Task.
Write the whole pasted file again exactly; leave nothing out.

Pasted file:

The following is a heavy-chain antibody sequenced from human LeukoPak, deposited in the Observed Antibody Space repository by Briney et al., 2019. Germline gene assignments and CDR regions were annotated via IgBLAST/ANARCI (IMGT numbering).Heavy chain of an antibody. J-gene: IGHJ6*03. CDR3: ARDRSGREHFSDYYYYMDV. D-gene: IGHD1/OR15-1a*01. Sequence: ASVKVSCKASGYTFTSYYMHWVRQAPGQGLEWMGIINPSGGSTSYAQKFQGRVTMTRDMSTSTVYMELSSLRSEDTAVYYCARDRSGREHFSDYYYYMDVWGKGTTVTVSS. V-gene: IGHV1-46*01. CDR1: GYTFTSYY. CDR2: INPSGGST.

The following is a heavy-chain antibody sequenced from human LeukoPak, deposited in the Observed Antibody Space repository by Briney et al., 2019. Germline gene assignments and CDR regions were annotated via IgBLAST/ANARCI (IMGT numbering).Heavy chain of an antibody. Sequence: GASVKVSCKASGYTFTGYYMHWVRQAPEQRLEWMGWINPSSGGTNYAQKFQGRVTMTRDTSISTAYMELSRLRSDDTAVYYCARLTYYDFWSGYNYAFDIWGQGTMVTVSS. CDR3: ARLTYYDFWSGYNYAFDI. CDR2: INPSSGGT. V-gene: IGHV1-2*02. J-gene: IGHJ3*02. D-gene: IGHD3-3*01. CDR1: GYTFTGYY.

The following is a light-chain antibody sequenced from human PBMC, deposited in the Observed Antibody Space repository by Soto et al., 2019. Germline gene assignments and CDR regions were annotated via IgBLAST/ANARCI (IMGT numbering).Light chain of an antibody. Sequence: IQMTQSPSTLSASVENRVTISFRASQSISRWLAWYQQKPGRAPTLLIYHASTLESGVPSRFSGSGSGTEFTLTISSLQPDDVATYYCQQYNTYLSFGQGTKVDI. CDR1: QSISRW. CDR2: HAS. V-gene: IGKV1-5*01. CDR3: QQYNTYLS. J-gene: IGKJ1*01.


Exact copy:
The following is a heavy-chain antibody sequenced from human LeukoPak, deposited in the Observed Antibody Space repository by Briney et al., 2019. Germline gene assignments and CDR regions were annotated via IgBLAST/ANARCI (IMGT numbering).Heavy chain of an antibody. J-gene: IGHJ6*03. CDR3: ARDRSGREHFSDYYYYMDV. D-gene: IGHD1/OR15-1a*01. Sequence: ASVKVSCKASGYTFTSYYMHWVRQAPGQGLEWMGIINPSGGSTSYAQKFQGRVTMTRDMSTSTVYMELSSLRSEDTAVYYCARDRSGREHFSDYYYYMDVWGKGTTVTVSS. V-gene: IGHV1-46*01. CDR1: GYTFTSYY. CDR2: INPSGGST.

The following is a heavy-chain antibody sequenced from human LeukoPak, deposited in the Observed Antibody Space repository by Briney et al., 2019. Germline gene assignments and CDR regions were annotated via IgBLAST/ANARCI (IMGT numbering).Heavy chain of an antibody. Sequence: GASVKVSCKASGYTFTGYYMHWVRQAPEQRLEWMGWINPSSGGTNYAQKFQGRVTMTRDTSISTAYMELSRLRSDDTAVYYCARLTYYDFWSGYNYAFDIWGQGTMVTVSS. CDR3: ARLTYYDFWSGYNYAFDI. CDR2: INPSSGGT. V-gene: IGHV1-2*02. J-gene: IGHJ3*02. D-gene: IGHD3-3*01. CDR1: GYTFTGYY.

The following is a light-chain antibody sequenced from human PBMC, deposited in the Observed Antibody Space repository by Soto et al., 2019. Germline gene assignments and CDR regions were annotated via IgBLAST/ANARCI (IMGT numbering).Light chain of an antibody. Sequence: IQMTQSPSTLSASVENRVTISFRASQSISRWLAWYQQKPGRAPTLLIYHASTLESGVPSRFSGSGSGTEFTLTISSLQPDDVATYYCQQYNTYLSFGQGTKVDI. CDR1: QSISRW. CDR2: HAS. V-gene: IGKV1-5*01. CDR3: QQYNTYLS. J-gene: IGKJ1*01.